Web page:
On the first evening, we boarded a train to Zim-knows-where, and stopped way out in the bush to view the setting sun and rock out to some of Southern Africa’s top DJs. The next day, and a little worse for wear, we harnassed up and ziplined over the Batoka Gorge on the Canopy Tour. Admittedly, it is not at the pointy end of the one-to-white-water-rafting scale. Still, it was an adventure nonetheless with spectacular views through what should be renamed “The Gorge of Adventure” towards the iconic Victoria Falls Bridge. Others in our group opted for more sedate, yet still wild, adventures with game drives, canoeing and all manner of wildlife activities. At the same time, some chose the most extreme of all adventure experiences – bargaining for curios at the local market.
The high flyers among us took to the skies in microlights or helicopters for a fish eagle’s view of what we had all come to see: Victoria Falls itself. Words cannot describe it, so I will not try. Perhaps the fact that it is one of the seven natural wonders of the world says it all. Or maybe the local name Mosi-oa-Tunya, which means The Smoke that Thunders. It simply left me awestruck.
Standing at the edge of the falls with my mouth agape, I looked across the misty chasm to neighbouring Zambia where more adrenaline junkies sat or swam in Devil’s Pool – a calm, protected pool on the very edge of the falls, just inches from where the Zambezi plunges into the abyss.
After soaking up the romance of the falls, we turned our attention back to our New Year adventure and the Vic Falls Carnival. We danced ourselves psychedelic at Zimbabwe’s first colour festival before welcoming in the New Year to the opening track of the Lion King thundering through the speakers: Nants ingonyama bagithi Baba! (Here comes a lion, father!). A torrential thunderstorm soon accompanied the music, but headline act Goldfish took it in their stride, playing “Oo, when we come together, no matter the weather” to an adoring crowd. The thunder rolled through the clouds, and the rain cascaded down, but that wasn’t stopping the revellers. We had all come for adventure, and the storm was just another part of it.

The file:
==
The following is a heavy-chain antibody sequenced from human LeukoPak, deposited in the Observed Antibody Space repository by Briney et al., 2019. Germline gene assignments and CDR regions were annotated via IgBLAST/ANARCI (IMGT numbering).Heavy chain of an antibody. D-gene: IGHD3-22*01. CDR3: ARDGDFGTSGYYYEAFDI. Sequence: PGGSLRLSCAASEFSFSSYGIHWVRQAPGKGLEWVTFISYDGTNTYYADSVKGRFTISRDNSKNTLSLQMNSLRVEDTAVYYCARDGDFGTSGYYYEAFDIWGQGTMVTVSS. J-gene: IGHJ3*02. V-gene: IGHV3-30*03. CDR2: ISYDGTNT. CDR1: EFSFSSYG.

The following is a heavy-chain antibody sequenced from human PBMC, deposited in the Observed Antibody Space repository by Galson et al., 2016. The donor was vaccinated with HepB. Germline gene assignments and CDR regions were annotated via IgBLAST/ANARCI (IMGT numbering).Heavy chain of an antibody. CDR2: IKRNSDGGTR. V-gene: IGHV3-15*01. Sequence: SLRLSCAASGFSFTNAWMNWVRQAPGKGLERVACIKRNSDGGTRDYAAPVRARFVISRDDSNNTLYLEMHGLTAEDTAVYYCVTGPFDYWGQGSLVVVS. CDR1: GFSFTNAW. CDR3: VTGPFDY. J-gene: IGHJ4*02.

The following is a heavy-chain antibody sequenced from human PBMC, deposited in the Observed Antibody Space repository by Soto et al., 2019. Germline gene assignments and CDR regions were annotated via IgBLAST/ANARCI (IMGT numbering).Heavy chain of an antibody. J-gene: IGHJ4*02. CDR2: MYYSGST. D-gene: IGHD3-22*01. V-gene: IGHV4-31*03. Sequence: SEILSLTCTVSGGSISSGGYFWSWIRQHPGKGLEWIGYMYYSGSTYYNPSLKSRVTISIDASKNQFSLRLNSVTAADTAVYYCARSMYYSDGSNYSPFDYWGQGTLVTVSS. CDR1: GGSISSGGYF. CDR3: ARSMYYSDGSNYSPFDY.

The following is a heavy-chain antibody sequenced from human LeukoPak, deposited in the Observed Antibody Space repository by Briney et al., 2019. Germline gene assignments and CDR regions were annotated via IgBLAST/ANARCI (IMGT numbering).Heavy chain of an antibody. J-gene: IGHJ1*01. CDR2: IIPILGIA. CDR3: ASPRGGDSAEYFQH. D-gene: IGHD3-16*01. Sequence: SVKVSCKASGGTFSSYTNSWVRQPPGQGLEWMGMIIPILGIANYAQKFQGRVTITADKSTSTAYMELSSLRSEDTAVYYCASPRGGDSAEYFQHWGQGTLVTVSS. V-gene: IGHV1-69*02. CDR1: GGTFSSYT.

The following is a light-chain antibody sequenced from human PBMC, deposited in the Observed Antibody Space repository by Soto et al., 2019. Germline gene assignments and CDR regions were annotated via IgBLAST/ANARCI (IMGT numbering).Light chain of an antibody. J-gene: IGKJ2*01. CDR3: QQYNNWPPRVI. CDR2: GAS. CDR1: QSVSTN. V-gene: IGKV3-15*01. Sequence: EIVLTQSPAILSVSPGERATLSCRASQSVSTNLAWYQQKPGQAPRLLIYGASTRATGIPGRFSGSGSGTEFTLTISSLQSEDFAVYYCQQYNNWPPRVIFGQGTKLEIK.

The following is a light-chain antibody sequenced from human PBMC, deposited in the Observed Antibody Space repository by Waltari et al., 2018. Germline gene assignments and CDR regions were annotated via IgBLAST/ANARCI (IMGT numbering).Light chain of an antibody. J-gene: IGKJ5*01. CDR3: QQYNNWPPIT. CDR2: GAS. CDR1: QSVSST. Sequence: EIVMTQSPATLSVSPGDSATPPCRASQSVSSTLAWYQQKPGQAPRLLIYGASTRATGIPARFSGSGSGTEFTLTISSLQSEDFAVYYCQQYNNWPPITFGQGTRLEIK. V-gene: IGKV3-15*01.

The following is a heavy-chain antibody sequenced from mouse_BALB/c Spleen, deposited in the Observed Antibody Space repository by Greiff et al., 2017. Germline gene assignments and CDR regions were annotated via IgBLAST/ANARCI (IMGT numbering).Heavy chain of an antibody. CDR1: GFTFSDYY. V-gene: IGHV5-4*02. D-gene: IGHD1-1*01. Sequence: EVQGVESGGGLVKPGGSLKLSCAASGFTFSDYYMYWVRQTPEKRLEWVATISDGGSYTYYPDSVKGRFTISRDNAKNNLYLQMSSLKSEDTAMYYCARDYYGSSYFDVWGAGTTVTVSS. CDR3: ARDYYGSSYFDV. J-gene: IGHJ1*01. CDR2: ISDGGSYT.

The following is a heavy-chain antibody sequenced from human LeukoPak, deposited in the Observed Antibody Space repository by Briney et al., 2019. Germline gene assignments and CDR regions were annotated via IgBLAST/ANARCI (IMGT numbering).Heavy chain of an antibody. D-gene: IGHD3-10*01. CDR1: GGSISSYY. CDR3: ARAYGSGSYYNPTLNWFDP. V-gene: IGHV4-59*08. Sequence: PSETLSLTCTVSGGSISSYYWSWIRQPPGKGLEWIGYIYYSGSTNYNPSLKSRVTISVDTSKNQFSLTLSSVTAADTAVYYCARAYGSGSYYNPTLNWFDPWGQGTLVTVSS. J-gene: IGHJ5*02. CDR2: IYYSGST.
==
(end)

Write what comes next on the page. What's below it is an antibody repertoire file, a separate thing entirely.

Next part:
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Victoria Falls – the smoke that thunders
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JANINE MARÉ is the first to confess that she has been bitten by the travel bug… badly. She is a lover of all things travel, from basic tenting with creepy crawlies to lazing in luxury lodges; she will give it all a go. Janine is passionate about wildlife and conservation and comes from a long line of biologists, researchers and botanists. Janine is a former marketing manager at Africa Geographic and is now a freelance content marketing specialist.
TOM VARLEY was raised in the Zimbabwean bush. At the age of 10, he moved to Victoria Falls, where he graduated from being a safety kayaker to a raft guide and then a videographer. After earning his Learner Guide’s License at sixteen, Tom joined the British Army, where he served in The Royal Green Jackets Recee Platoon for three years. During his service in Bosnia, Tom was responsible for aerial reconnaissance photography for Nato. In 2002 Tom came back to Victoria Falls to pursue his passion for kayaking. After producing rafting videos and photographs, he progressed to filming and photographing wildlife and scenery in Zimbabwe, Southern Africa and Israel. Tom now has a well-established production company, Victoria Falls Productions, and has worked with several international TV channels, including BBC and National Geographic. He published a coffee table book, ‘The Magnificent Victoria Falls’ in 2010.